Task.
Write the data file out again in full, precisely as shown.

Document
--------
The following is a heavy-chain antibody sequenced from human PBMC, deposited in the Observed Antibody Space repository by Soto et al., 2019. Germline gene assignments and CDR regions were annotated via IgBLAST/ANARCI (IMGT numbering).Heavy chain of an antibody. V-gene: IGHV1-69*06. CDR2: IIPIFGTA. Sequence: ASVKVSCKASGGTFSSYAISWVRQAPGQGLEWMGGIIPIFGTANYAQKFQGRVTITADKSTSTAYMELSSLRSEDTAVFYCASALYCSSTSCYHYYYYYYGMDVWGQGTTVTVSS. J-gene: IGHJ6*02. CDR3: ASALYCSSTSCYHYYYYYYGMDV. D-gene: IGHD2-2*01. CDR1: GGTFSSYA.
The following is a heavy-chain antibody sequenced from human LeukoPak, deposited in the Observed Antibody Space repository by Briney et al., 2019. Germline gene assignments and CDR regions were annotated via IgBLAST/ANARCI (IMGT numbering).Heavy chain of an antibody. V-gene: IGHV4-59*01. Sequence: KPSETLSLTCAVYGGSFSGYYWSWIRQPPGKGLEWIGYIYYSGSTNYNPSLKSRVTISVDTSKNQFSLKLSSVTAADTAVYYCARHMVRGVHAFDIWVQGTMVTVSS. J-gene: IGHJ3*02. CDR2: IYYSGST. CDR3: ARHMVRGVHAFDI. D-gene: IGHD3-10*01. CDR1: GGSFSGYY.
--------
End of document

The following is a heavy-chain antibody sequenced from human PBMC, deposited in the Observed Antibody Space repository by Soto et al., 2019. Germline gene assignments and CDR regions were annotated via IgBLAST/ANARCI (IMGT numbering).Heavy chain of an antibody. V-gene: IGHV1-69*06. CDR2: IIPIFGTA. Sequence: ASVKVSCKASGGTFSSYAISWVRQAPGQGLEWMGGIIPIFGTANYAQKFQGRVTITADKSTSTAYMELSSLRSEDTAVFYCASALYCSSTSCYHYYYYYYGMDVWGQGTTVTVSS. J-gene: IGHJ6*02. CDR3: ASALYCSSTSCYHYYYYYYGMDV. D-gene: IGHD2-2*01. CDR1: GGTFSSYA.
The following is a heavy-chain antibody sequenced from human LeukoPak, deposited in the Observed Antibody Space repository by Briney et al., 2019. Germline gene assignments and CDR regions were annotated via IgBLAST/ANARCI (IMGT numbering).Heavy chain of an antibody. V-gene: IGHV4-59*01. Sequence: KPSETLSLTCAVYGGSFSGYYWSWIRQPPGKGLEWIGYIYYSGSTNYNPSLKSRVTISVDTSKNQFSLKLSSVTAADTAVYYCARHMVRGVHAFDIWVQGTMVTVSS. J-gene: IGHJ3*02. CDR2: IYYSGST. CDR3: ARHMVRGVHAFDI. D-gene: IGHD3-10*01. CDR1: GGSFSGYY.